Reflections on China's South Sea Trouble by Thomas Riggins

Reflections on China's claim to the Spratly Islands.

Lying in the South China Sea between Indochina and the Philippines is a collection of 700 or so small islands, reefs, atolls, shoals, and rocks which are all very scattered about and collectively known as the Spratly Islands (named after the British sea captain Richard Spratly, 1802-1870, who "discovered" them in the early 19th century).


The Europeans were, of course, not the first to come across this collection of rocks and mini-islands in the ocean. Though uninhabited they had been explored by and integrated into the Chinese Empire for centuries. Many centuries before there was even an England, let alone the United States, ancient Chinese maps had depicted these islands.


The Chinese were there on fishing expeditions during the Han Dynasty (Third Century B.C.). They appear on Qing (Manchu) Dynasty maps of the Empire dating from the early 17th Century but they were being regularly visited and mentioned in the literature of the Song, Yuan (Mongol) and Ming dynasties as well.


In the 19th Century China, Indochina, the Philippines, and the areas around the South China Sea were under European control. China was in no position to exert its claims in the islands. At this time the French claimed parts of them (from which the Vietnamese claim ultimately derives) due to French Indochina.


Nobody, other than the Chinese, seemed to care about these islands for many centuries but interest in them began to pick up in the second half of the last century. This interest is due to the prospects that undersea oil and gas deposits could be the source of wealth and energy and thus claims on the islands— or at least some of them — would allow the possessor to claim the territorial waters associated with the land.  So there are now five countries besides China (PRC) who have claims in the Spratly Islands.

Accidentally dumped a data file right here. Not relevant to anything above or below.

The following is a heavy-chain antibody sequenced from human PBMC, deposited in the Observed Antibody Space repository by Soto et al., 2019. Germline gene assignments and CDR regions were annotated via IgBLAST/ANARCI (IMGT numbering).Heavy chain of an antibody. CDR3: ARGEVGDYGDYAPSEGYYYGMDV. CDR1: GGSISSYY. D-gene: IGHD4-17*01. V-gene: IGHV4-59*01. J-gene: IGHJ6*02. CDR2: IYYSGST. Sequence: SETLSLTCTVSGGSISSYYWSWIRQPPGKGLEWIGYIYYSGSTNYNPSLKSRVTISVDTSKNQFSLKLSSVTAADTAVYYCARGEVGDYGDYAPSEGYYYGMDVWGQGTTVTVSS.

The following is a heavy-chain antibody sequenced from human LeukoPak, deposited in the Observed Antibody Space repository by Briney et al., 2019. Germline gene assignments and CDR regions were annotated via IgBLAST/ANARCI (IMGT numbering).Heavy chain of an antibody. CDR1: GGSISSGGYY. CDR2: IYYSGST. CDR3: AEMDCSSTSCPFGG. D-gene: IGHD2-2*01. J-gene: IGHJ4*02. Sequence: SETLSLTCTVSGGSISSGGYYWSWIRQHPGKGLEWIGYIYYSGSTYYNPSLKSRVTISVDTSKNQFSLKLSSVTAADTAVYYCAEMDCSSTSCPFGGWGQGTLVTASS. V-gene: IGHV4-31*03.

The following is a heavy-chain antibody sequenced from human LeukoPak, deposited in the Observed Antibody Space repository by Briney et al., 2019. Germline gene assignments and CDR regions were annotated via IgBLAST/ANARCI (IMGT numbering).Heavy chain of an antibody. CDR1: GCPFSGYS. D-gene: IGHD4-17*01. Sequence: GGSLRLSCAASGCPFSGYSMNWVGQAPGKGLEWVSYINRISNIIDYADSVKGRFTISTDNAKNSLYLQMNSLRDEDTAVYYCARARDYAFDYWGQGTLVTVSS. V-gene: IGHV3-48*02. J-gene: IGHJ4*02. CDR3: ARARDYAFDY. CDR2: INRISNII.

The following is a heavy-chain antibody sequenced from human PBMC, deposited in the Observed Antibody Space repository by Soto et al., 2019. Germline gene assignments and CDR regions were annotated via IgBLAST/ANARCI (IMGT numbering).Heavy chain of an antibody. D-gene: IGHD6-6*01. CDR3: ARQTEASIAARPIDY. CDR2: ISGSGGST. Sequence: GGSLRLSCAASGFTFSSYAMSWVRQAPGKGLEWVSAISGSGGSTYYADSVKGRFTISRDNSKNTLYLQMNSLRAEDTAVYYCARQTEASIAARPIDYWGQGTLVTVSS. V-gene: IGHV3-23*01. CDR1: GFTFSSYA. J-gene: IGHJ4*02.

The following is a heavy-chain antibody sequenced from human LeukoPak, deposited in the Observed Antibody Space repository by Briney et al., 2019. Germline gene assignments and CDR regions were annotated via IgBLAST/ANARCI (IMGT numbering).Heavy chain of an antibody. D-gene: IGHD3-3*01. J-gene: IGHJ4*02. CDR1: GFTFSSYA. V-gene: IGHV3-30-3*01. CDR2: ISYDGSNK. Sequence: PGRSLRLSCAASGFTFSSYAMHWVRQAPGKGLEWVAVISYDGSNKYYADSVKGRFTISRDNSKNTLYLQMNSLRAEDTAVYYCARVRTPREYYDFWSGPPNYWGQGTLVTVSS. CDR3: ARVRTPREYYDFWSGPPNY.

It should be noted all the fuss over the Spratly islands involves pumping up hydrocarbons that should remain just where they are as our scientists tell us global warming is out of hand and this additional  supply should remain untapped and alternative sources of energy developed. This also applies to the arctic and all major undeveloped areas on both land and in the seas. Nevertheless, short sighted political entities will probably continue to develop these regions without any concern for the future consequences.


Who are the other five claimants to the Spratly islands in whole or in part? They are Vietnam, Taiwan, Brunei, Malaysia and the Philippines.  I maintain that China, having the oldest connection with these islands (going back to the times of the Roman Empire in European terms) has the most justified claims and that if it decides to grant rights to others it should favor the claims of the Vietnamese first and foremost. 


I will deal with the Vietnamese claims last. First let’s deal with Taiwan. Taiwan claims the islands for the same reasons the PRC claims them since Taiwan, as the Republic of China (ROC), considers itself the successor state to the Chinese Empire. The PRC claims Taiwan is a province of China that will eventually be reunified with the mainland. The PRC claims simply absorb those of Taiwan and we don’t have to further consider them.